Ballo is an impeccably constructed song that benefits immensely from the minimal sprinkling of turntable and electronic sounds and the sustained use of handclaps and finger snaps. Rabbi sings it beautifully too, his soulful voice effortlessly navigating the peaks and troughs of the emotions his lyrics weave. It is a song of encouragement and love asking Ballo to be resilient and stand on her own feet. The listener too feels inspired when Rabbi sings the words “Vekh lai, jar lai, ihnu khirhe mathhey” (See it, feel it, chin up) with an uplift in his voice.
The next track, Tu Avin Bandra is a love song as well, but it is an ode not to any woman but to the Mumbai suburb of Bandra! It is the one song that typifies the label “urban contemporary” and has a haunting romantic feel to it. As you listen to it, you can feel yourself walking down the various areas mentioned in the song, and visualizing the vivid city images conjured up by a master lyricist and musician. The sounds of the electric violin, not heard before on the album so far, give this song a distinct feel from the rest of the songs. A better celebration of Bandra, and perhaps even Mumbai, has rarely been put down on a record before.
Pagri Sambhal Jatta is an exhortation by Rabbi to the present to remember the lessons of the past. But it also asks why these sacrifices and following the instructions of the Guru have still led to a state of disunity. A contemplative song in parts, a rousing one in others, it occasionally carries a whiff of legendary historically anchored songs like Billy Joel’s “We Didn’t Start the Fire”.
Bilqis (Jinhe Naaz Hai) is the most direct of all the songs in the album. Sung in Hindi, it forcefully gives voice to Bilqis Rasool, victim of horrific majoritarian violence during the Gujarat riots; the idealistic Satyendra Dubey and Manjunath Shanmugham who paid with their lives for standing up to corruption; and social activist Navleen Kumar who was killed for fighting for the rights of the dispossessed. If the album kicked off with the gentle river rhythms of Chhalla, Bilqis, coming almost at the end of the album, drives along relentlessly almost to a marching beat. An anguished Rabbi, in the voice of his protagonists, repeatedly asks how can such things happen in our nation and where those who take pride in India are when these things do happen. A superbly understated touch ends the album when a couple of bars of the national anthem segue in at the very end of the song, emphasizing the irony of a nation that takes immense pride in it, but so often fails to live up to it.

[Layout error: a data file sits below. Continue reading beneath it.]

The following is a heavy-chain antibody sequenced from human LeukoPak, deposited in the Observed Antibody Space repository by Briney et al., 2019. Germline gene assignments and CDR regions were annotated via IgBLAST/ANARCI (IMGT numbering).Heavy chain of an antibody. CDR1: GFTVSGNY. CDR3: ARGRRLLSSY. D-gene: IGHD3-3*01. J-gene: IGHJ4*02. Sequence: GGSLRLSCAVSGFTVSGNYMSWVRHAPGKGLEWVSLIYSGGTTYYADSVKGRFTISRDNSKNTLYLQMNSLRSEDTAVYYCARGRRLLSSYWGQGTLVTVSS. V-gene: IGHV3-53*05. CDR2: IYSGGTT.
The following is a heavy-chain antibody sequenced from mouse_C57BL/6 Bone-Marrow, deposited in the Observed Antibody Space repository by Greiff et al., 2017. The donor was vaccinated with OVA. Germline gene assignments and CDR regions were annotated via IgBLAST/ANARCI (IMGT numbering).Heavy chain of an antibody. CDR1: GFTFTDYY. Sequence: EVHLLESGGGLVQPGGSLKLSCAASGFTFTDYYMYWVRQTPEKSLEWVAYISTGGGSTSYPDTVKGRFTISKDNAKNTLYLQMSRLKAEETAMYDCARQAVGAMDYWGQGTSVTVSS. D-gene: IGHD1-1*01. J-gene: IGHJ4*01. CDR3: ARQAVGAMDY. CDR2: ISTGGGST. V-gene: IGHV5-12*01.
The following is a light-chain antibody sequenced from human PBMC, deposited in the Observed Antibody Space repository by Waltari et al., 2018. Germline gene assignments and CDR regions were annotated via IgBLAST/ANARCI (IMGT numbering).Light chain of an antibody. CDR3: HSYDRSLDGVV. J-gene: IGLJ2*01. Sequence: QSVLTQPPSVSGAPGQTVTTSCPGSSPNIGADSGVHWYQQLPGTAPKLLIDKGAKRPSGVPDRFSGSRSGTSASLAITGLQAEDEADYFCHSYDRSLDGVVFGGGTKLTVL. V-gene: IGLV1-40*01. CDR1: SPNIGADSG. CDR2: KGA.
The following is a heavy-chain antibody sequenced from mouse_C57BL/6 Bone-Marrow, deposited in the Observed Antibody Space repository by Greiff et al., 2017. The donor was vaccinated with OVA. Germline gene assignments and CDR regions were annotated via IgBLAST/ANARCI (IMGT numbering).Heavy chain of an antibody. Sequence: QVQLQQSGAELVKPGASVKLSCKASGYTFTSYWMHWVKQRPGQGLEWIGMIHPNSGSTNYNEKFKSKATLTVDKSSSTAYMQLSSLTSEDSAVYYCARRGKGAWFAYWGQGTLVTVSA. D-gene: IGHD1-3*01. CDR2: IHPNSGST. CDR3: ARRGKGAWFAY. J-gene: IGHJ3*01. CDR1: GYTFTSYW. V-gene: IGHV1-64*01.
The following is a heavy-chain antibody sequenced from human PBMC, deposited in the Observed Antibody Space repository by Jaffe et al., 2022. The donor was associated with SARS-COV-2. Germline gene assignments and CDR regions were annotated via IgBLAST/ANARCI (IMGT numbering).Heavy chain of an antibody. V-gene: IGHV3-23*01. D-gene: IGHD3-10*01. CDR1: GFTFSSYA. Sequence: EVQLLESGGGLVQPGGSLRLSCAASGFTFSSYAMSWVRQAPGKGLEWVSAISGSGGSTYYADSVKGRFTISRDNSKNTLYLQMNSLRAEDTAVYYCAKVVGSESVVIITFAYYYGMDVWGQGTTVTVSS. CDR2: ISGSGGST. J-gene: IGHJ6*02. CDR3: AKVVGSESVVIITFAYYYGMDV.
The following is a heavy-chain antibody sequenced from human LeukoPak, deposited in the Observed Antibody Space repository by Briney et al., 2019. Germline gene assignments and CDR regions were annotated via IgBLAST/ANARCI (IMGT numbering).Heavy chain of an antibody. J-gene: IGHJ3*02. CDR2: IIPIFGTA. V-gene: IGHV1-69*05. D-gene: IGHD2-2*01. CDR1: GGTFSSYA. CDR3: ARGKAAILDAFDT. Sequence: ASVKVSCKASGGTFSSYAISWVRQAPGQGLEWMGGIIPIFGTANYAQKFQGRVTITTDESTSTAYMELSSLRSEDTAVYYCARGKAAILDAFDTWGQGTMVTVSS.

The album ends with the English song Return to Unity which proves Rabbi’s multilingual talent. It features the talented Ranjit Barot on drums and Karl Peters on guitars and would not be out of place on the albums of any contemporary rock band from the west. At the end of a journey that sometimes touched on desperation and anguish, Rabbi reminds us that he is at heart an optimist. Return to Unity ends the album on a high but immediately makes you want to go back to the start and return to it all over again.
To sum it up, Avengi Ja Nahin, showcases an artiste at the peak of his powers, but in a state of constant maturing and evolution. For those who loved his first album, Rabbi’s second will be an unalloyed delight. For those who may be coming to his music for the first time, Avengi Ja Nahin will prove just exactly why Rabbi should be considered today to be one of the leading musicians of the country operating in any form whatsoever